Hidden Fortress and R2D2
One of his largest roles was in the Kurosawa epic, Hidden Fortress. It was in this role that he played a comic grotesque, opposite Mifune. His annoying peasant characterization gave inspiration to George Lucas, who was inspired by the two main peasant characters and the storyline to base the robot R2D2 on him (the taller fellow lead character, played by Minoru Chiaki was inspiration for C3PO. Additionally, the characters and general plotline involving a princess fleeing an evil empire, formed the basis for Lucas's movie, Star Wars. George Lucas acknowledged heavy influence of The Hidden Fortress on Star Wars, particularly the technique of telling the story from the perspective of the film's lowliest characters, C-3PO and R2-D2.
Continuing to work with Kurosawa, he was a long-time member of director Akira Kurosawa's stock company. He continued to appear in Kurosawa's films until his death. Though a capable and highly professional actor, his subtle technique was very often overshadowed by the charismatic performances of Shimura and Toshiro Mifune. Today he is remembered primarily for his supporting appearances in Kurosawa's films, particularly as the suspicious farmer Manzo in Seven Samurai, the deranged former mayor in Yojimbo, the spidery treasure-seeking farmer in The Hidden Fortress, and the drunken Kabuki actor in The Lower Depths. Apart from working with Kurosawa, he worked with the director Ozu Yasujiro in Tokyo Twilight, playing the role of Chin Chin Ken at the Ramen bar, and also voiced the role of daddy in the Movie version of long running Anime, Sazae San.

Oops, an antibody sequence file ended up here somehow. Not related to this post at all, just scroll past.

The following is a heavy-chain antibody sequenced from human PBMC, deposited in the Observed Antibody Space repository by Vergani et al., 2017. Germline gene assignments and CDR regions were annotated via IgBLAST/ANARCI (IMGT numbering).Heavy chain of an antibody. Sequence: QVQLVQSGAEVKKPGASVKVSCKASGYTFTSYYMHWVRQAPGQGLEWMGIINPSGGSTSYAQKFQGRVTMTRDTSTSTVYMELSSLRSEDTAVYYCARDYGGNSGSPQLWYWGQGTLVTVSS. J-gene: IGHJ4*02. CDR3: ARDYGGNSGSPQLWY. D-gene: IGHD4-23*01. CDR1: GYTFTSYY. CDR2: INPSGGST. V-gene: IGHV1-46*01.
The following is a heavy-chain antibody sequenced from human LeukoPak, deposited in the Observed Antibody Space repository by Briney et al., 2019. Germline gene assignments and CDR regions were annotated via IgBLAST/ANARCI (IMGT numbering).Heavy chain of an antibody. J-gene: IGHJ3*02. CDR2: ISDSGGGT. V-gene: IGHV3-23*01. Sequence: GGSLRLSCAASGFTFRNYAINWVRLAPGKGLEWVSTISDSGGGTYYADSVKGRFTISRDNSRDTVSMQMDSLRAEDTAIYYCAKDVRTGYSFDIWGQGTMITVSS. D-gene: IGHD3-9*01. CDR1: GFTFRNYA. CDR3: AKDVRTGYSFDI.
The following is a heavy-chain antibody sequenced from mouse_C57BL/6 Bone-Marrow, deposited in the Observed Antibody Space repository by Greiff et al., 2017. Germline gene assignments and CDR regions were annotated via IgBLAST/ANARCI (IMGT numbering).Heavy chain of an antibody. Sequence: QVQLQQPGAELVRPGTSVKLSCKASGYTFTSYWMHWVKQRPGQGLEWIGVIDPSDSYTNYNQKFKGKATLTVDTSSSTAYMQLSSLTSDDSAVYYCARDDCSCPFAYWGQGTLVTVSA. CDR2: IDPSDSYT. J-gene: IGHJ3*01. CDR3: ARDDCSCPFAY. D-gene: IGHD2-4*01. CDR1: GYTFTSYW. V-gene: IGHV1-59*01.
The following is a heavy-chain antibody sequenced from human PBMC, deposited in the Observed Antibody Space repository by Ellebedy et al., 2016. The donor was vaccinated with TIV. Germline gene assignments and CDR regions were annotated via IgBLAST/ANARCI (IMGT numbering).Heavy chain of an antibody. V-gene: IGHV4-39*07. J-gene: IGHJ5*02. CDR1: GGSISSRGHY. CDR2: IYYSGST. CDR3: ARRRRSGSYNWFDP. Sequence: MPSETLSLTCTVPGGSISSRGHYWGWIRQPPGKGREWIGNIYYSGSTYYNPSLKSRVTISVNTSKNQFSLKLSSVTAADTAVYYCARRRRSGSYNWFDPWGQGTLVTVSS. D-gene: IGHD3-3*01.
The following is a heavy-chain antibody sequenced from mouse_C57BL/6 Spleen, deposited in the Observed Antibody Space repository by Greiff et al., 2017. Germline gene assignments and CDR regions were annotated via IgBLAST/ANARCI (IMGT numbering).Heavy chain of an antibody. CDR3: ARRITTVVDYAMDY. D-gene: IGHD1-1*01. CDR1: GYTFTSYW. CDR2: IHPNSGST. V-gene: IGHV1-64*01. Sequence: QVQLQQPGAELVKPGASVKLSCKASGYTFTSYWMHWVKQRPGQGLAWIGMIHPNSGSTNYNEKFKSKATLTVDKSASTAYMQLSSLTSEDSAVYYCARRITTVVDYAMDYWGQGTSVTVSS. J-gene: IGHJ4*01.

He had difficulty remembering lines. When Arthur Penn, an American film director, needed a Japanese actor for his film Mickey One, Arthur Penn (Bonnie and Clyde, Little Big Man) was so impressed with the performance of Kamatari Fujiwara as the peasant who tries to disguise his daughter as a boy in Akira Kurosawa's 1954 Seven Samurai that he hired him to play the deaf-mute character, simply known as "the artist" in his own film surrealist movie, Mickey One, starring Warren Beatty, released a decade later. It was his only role in a non-Japanese film, and, considering that it contained no lines, it was suited to the forgetful actor's sensibilities.